The most talked about new feature in Windows 8 is obviously the new Metro Start screen, with its flashy new Live Tiles and a more touch oriented user interface.
There has been much criticism, though, from people who have used the Metro user interface on a desktop or traditional point-and-click interface.
Some people have complained about the lack of ability to turn off the Metro UI from loading by default, others have complained about not being able to scroll sideways to move through apps.
Microsoft released a blog post talking about the Start Screen and the Start Menu in general.
It also released a statement within the post addressing some of the complaints about Metro not working as well with point-and-click. The statement talking about how touch the user interfaces vs. point-and-click situation right now is the same as the keyboard-only user interface vs. the point-and-click debate in the 1980s:
“The debate around touch today is looking eerily like the debate in the 1980s over whether a mouse was a gimmick, a productivity time waster, or an innovation in the user experience. We say this knowing that many comments have been emphatic about the superiority of the mouse over touch.
Unlike when the mouse was introduced—before desktop publishing programs came along there were few use cases for the mouse other than early paint programs—today we are surrounded by touch screens—at the airport, the gas station, the movie theater, every cash register, and of course, on our phones.
The one place touch has not yet become mainstream is on the most capable of all the devices you use. Just like the introduction of the mouse, innovations like this do not happen without new OS support, new apps, and new hardware.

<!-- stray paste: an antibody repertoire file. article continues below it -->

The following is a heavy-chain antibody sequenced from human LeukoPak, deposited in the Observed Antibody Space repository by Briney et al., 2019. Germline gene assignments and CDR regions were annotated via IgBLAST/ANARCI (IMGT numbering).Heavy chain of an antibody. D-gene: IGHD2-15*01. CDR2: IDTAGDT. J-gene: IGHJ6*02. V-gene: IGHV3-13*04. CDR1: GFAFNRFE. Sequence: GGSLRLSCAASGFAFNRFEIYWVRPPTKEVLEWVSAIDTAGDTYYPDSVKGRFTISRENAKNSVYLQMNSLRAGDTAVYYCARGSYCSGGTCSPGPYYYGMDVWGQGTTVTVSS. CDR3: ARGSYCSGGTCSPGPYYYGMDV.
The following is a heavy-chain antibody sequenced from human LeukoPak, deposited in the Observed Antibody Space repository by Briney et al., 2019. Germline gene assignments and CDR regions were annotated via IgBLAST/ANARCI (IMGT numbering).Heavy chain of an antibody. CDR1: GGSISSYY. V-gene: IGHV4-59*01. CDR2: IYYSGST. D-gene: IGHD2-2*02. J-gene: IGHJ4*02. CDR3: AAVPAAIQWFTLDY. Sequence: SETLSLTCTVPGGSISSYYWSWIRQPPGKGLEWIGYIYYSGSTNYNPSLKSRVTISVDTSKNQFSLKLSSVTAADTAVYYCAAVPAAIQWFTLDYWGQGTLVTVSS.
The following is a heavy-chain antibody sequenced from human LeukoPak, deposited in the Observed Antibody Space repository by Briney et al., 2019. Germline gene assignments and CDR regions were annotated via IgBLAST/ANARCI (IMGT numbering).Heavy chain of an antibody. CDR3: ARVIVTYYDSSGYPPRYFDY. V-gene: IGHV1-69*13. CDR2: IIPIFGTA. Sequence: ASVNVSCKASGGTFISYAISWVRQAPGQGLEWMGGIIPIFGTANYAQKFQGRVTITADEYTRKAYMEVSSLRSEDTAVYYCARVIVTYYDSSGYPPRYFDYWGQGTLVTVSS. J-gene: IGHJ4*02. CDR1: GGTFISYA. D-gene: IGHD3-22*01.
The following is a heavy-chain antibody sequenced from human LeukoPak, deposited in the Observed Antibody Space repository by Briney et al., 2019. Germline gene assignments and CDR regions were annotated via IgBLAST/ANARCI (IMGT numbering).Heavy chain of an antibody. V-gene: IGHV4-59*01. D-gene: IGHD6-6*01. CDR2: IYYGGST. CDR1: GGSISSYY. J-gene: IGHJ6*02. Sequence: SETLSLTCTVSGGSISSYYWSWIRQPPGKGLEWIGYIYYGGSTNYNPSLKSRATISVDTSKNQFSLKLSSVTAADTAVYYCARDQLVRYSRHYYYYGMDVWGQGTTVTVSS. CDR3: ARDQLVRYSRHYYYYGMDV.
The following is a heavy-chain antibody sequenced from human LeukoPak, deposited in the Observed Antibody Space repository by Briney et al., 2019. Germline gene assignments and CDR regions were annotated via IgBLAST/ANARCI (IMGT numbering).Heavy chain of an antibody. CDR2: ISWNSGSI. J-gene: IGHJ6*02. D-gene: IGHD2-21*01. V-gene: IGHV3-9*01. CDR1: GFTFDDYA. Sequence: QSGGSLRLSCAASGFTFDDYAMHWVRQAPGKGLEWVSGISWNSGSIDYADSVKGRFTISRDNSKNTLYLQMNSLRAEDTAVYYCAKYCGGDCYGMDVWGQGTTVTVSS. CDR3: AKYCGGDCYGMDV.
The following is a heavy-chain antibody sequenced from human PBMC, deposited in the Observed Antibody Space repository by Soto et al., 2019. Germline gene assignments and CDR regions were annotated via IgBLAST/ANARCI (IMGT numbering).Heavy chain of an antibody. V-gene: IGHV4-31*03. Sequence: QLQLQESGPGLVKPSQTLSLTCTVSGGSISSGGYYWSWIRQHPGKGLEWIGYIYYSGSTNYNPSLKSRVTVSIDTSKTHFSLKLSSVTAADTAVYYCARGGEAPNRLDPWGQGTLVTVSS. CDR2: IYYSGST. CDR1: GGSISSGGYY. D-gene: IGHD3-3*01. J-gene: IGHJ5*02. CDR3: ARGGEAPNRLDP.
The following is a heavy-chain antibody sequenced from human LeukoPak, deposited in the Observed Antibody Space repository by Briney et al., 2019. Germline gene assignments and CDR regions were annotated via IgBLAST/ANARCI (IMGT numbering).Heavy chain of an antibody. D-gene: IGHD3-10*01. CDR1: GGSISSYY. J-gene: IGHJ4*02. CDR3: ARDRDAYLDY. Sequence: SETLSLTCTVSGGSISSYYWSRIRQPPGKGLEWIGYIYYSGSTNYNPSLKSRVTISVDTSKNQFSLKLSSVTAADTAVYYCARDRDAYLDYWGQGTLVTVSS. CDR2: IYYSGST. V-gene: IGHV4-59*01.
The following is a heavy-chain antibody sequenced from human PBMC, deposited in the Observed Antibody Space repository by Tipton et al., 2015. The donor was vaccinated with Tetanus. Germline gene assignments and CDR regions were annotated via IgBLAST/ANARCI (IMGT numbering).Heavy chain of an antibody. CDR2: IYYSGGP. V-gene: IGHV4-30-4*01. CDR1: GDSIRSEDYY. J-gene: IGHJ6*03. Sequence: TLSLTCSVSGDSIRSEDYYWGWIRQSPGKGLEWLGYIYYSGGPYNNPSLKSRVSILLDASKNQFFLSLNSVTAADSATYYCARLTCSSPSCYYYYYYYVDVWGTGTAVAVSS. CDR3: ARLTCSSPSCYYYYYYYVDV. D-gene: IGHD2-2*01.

We believe that, as with the mouse, we will see touch augmenting, but not replacing, most every aspect of the PC experience over time. Achieving this starts with the Windows 8 Developer Preview. So with that, let’s start the dialog about how things will evolve, not just in the Windows core user experience, but in hardware and apps as well.”
I agree with this statement completely. There is more of a use for touch based user interfaces than there have been in the past. As touch screens become even more popular, I think that we will begin to see less and less point-to-click UIs. I don’t think that they will go away anytime soon, though.
Using a mouse will probably always be more accurate than using your finger, that’s why the mouse will probably never die especially if you have to use programs that really need accuracy.
A comment on the blog post by Alex Kahoun was still complaining about the lack of good support for the mouse:
“Let me say that as far as the new start screen goes, it is top notch for touch. Absolutely amazing. I do have one complaint though, for the mouse, it’s sub-par. I can’t stand the horizontal scroll bar. From a design perspective you guys have spent a lot of quality time perfecting 8, and it shows!
When I’m forced to use the ugly scroll bar for horizontal scrolling though, I really think you guys dropped the ball there. I’m not without offering a solution either. Take a look at the IE Add-On Gallery www.iegallery.com/…/default.aspx. It has a nice smooth auto-scroll feature, only in the middle of the page, for mouse users.
Would it be possible to include something like this for mouse users? Again, I know the design philosophy was touch-first, and you guys really knocked it out of the park on that one! Can the mouse users get a tiny bit of love? Keep up the good work.”
I agree with this comment partially. While I would like to be able to scroll sideways on the Start Screen, I think it works just fine with a mouse when your talking about basic productivity.
Overall I think that there could be some changes made to the Start Screen, but it’s pretty good right now.